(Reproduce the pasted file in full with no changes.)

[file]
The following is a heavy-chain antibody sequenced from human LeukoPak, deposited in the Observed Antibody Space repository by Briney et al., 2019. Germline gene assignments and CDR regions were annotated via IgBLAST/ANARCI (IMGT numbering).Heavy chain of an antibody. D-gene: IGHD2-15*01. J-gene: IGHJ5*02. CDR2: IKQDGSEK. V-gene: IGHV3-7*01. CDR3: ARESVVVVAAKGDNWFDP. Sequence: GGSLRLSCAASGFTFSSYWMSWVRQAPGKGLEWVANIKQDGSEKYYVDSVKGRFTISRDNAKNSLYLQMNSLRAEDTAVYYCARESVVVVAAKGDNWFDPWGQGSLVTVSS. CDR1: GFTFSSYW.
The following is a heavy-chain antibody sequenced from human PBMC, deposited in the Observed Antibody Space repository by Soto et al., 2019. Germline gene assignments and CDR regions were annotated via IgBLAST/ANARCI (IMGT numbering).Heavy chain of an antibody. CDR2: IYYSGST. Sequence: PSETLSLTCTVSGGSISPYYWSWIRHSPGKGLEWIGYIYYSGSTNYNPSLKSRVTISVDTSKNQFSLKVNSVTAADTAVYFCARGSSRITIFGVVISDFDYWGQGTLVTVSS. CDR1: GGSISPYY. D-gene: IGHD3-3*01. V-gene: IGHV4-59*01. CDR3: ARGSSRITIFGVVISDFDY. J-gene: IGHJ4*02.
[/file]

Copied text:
The following is a heavy-chain antibody sequenced from human LeukoPak, deposited in the Observed Antibody Space repository by Briney et al., 2019. Germline gene assignments and CDR regions were annotated via IgBLAST/ANARCI (IMGT numbering).Heavy chain of an antibody. D-gene: IGHD2-15*01. J-gene: IGHJ5*02. CDR2: IKQDGSEK. V-gene: IGHV3-7*01. CDR3: ARESVVVVAAKGDNWFDP. Sequence: GGSLRLSCAASGFTFSSYWMSWVRQAPGKGLEWVANIKQDGSEKYYVDSVKGRFTISRDNAKNSLYLQMNSLRAEDTAVYYCARESVVVVAAKGDNWFDPWGQGSLVTVSS. CDR1: GFTFSSYW.
The following is a heavy-chain antibody sequenced from human PBMC, deposited in the Observed Antibody Space repository by Soto et al., 2019. Germline gene assignments and CDR regions were annotated via IgBLAST/ANARCI (IMGT numbering).Heavy chain of an antibody. CDR2: IYYSGST. Sequence: PSETLSLTCTVSGGSISPYYWSWIRHSPGKGLEWIGYIYYSGSTNYNPSLKSRVTISVDTSKNQFSLKVNSVTAADTAVYFCARGSSRITIFGVVISDFDYWGQGTLVTVSS. CDR1: GGSISPYY. D-gene: IGHD3-3*01. V-gene: IGHV4-59*01. CDR3: ARGSSRITIFGVVISDFDY. J-gene: IGHJ4*02.